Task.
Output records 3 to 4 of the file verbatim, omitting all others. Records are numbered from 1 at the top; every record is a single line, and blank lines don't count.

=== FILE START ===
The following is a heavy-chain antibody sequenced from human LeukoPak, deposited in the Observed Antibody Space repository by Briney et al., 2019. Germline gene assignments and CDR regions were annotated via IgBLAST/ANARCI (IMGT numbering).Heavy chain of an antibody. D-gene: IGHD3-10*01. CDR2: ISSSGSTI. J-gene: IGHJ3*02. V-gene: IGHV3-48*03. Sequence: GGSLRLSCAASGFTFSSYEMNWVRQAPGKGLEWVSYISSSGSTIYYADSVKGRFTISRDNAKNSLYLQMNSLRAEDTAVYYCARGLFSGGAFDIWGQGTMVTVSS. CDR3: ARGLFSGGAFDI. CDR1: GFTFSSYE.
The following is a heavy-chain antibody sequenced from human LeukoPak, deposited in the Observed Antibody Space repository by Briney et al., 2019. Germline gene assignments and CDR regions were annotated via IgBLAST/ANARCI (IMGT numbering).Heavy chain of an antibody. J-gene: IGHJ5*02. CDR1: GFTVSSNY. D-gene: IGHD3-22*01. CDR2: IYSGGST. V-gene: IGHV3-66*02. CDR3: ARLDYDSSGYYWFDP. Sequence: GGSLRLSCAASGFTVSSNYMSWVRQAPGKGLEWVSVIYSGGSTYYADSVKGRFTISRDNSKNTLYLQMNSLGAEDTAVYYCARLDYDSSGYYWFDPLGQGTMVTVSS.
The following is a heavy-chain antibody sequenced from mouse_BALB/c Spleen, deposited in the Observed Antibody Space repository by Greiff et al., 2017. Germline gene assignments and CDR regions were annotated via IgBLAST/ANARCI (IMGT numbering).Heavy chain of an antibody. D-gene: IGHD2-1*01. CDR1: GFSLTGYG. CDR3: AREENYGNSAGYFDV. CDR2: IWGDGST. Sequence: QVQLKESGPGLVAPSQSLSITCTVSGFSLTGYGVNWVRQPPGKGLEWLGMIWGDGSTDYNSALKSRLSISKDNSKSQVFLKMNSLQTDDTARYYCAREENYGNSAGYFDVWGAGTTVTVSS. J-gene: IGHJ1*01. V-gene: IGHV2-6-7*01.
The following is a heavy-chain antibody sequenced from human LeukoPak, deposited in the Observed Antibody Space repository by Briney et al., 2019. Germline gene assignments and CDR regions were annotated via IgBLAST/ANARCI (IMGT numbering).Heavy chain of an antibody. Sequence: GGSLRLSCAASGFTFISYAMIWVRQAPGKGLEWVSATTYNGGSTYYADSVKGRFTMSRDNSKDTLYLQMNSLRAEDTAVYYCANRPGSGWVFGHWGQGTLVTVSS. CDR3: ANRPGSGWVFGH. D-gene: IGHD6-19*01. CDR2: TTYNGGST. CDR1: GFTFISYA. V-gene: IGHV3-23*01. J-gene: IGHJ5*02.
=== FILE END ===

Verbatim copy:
The following is a heavy-chain antibody sequenced from mouse_BALB/c Spleen, deposited in the Observed Antibody Space repository by Greiff et al., 2017. Germline gene assignments and CDR regions were annotated via IgBLAST/ANARCI (IMGT numbering).Heavy chain of an antibody. D-gene: IGHD2-1*01. CDR1: GFSLTGYG. CDR3: AREENYGNSAGYFDV. CDR2: IWGDGST. Sequence: QVQLKESGPGLVAPSQSLSITCTVSGFSLTGYGVNWVRQPPGKGLEWLGMIWGDGSTDYNSALKSRLSISKDNSKSQVFLKMNSLQTDDTARYYCAREENYGNSAGYFDVWGAGTTVTVSS. J-gene: IGHJ1*01. V-gene: IGHV2-6-7*01.
The following is a heavy-chain antibody sequenced from human LeukoPak, deposited in the Observed Antibody Space repository by Briney et al., 2019. Germline gene assignments and CDR regions were annotated via IgBLAST/ANARCI (IMGT numbering).Heavy chain of an antibody. Sequence: GGSLRLSCAASGFTFISYAMIWVRQAPGKGLEWVSATTYNGGSTYYADSVKGRFTMSRDNSKDTLYLQMNSLRAEDTAVYYCANRPGSGWVFGHWGQGTLVTVSS. CDR3: ANRPGSGWVFGH. D-gene: IGHD6-19*01. CDR2: TTYNGGST. CDR1: GFTFISYA. V-gene: IGHV3-23*01. J-gene: IGHJ5*02.